Unemployment Rate Since 2000

Employment Situation

seboldadminEconomic Insights

Unemployment Rate Since 2000The Employment Situation is a report by the Bureau of Labor Statistics that gives us a look at the employment outlook of the US economy. The report does not include those employed in agriculture because of the seasonal nature of their work. This report obtains these numbers from 142,000 businesses and government agencies to track the new jobs added in non-farming sectors of the economy. 

In July, U.S. employment rose by 187,000 on a seasonally adjusted basis, coming in below expectations for the second consecutive month. The consensus called for a gain of 200,000 jobs. The prints for May and June were also revised to the downside. May’s print saw its second downward revision (first from 339,000 to 306,000, then to 281,000), while June’s print was revised from 209,000 to 185,000, making it the first print below 200,000 since December 2020. Combined, the revisions effectively subtracted 82,000 jobs from July’s print. The headline unemployment rate fell from 3.6% to 3.5%; it was expected to remain at 3.6%. The average week decreased marginally from 34.4 hours to 34.3, while average hourly earnings rose by 0.42% to $33.74. The labor force participation rate remained unchanged at 62.6% for the fifth consecutive month. It remains below its pre-pandemic level of 63.4%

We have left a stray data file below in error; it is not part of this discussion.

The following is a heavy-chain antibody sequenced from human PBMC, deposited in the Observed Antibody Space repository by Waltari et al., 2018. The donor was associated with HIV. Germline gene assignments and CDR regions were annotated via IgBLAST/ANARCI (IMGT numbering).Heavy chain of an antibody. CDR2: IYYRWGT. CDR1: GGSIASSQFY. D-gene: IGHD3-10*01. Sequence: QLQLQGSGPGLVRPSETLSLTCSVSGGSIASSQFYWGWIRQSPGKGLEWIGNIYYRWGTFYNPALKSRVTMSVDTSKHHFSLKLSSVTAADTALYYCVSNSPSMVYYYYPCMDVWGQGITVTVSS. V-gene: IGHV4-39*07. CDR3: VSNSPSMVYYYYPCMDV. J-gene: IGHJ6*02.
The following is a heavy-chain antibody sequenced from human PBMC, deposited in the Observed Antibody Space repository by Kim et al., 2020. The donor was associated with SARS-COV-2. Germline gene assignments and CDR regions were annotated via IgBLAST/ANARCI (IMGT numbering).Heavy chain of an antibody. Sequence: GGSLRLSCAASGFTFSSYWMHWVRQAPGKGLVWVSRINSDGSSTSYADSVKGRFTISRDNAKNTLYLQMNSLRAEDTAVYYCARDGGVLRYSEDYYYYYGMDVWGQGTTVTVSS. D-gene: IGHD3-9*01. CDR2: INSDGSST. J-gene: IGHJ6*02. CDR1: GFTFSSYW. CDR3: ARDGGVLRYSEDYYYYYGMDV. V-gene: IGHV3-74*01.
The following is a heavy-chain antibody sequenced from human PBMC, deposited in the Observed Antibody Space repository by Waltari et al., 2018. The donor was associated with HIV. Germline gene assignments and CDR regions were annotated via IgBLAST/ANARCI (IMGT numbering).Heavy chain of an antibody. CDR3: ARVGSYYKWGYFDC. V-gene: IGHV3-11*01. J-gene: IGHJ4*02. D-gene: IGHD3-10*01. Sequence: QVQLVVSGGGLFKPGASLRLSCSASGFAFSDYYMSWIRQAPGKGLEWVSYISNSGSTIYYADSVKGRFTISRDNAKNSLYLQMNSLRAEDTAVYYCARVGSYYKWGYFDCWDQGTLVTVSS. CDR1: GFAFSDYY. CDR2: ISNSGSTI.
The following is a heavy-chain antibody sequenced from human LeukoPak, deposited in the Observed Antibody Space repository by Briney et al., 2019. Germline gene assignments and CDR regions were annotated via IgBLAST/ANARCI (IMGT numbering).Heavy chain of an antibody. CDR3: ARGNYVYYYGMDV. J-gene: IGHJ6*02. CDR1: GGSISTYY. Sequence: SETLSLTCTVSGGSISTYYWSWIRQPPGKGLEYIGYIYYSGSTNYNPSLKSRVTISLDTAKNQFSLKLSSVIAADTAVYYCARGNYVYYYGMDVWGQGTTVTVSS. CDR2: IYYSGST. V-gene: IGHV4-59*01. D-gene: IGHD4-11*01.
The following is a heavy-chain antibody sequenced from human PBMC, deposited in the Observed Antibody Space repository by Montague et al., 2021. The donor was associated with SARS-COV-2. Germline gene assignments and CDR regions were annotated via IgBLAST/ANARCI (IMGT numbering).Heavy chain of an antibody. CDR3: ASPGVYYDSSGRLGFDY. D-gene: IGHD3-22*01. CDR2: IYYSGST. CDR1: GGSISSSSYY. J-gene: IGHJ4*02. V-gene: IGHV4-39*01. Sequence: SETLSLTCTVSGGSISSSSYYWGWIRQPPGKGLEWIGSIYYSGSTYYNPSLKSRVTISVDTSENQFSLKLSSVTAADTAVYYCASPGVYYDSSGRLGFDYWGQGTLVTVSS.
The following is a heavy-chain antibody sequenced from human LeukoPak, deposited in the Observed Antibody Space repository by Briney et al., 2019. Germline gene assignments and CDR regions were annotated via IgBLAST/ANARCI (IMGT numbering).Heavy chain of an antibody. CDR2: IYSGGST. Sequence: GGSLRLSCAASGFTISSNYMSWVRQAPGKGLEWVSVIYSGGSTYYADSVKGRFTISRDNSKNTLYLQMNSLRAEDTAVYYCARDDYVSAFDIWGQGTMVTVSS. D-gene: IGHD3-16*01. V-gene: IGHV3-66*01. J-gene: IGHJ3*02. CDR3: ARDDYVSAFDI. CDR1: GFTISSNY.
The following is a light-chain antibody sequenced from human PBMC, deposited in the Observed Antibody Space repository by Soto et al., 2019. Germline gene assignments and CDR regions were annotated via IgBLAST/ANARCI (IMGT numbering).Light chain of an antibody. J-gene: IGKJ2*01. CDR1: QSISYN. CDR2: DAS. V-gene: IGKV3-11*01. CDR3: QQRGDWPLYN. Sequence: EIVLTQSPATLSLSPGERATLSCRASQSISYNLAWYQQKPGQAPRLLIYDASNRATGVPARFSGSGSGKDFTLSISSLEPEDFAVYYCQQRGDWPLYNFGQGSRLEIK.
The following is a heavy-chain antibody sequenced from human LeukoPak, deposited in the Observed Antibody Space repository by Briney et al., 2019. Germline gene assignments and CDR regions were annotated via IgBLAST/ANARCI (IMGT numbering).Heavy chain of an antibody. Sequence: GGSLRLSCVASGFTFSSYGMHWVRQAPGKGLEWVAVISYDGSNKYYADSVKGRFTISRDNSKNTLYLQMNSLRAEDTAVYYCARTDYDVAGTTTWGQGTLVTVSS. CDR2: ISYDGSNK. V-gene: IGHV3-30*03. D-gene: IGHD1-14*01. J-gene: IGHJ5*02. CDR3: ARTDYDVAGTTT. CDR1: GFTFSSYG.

Hiring continued to moderate last month, with the employment report posting the second consecutive miss for a series that, until two months ago, had enjoyed fourteen consecutive beats. It also brought with it more downward revisions. Every single print in 2023 has been revised to the downside. The trend coincides with the JOLTs data that, although lagging by two months, shows labor demand softening. About a third of job gains in July came from the health care sector. Financial activities, social assistance, and wholesale trade made significant contributions to the headline as well. Employment in business services and manufacturing declined last month. The Household Survey-which is used to calculate the unemployment rate and came in stronger than the Establishment Survey last month-revealed that the number of people working full-time dropped, while part-time work increased. The number of people working more than one job also increased.  

The jobs report is beginning to show signs of slowing growth, at least as you look in the rear-view mirror.  All the revisions show this.  This could be as a result of the lackluster response rate of the business surveys.  What the headline data is not showing is that wages are still increasing, which will continue to put upward pressure on inflation and lower earnings expectations.  It is hard to see another Fed hike in the upcoming meeting in September, but that is many economic data points from now.  Earnings this quarter are going to come in very slow.  This may put enough pressure on the Fed to do nothing at the upcoming meeting.  That is our expectation. 

Change in Nonfarm Payrolls

August 4, 2023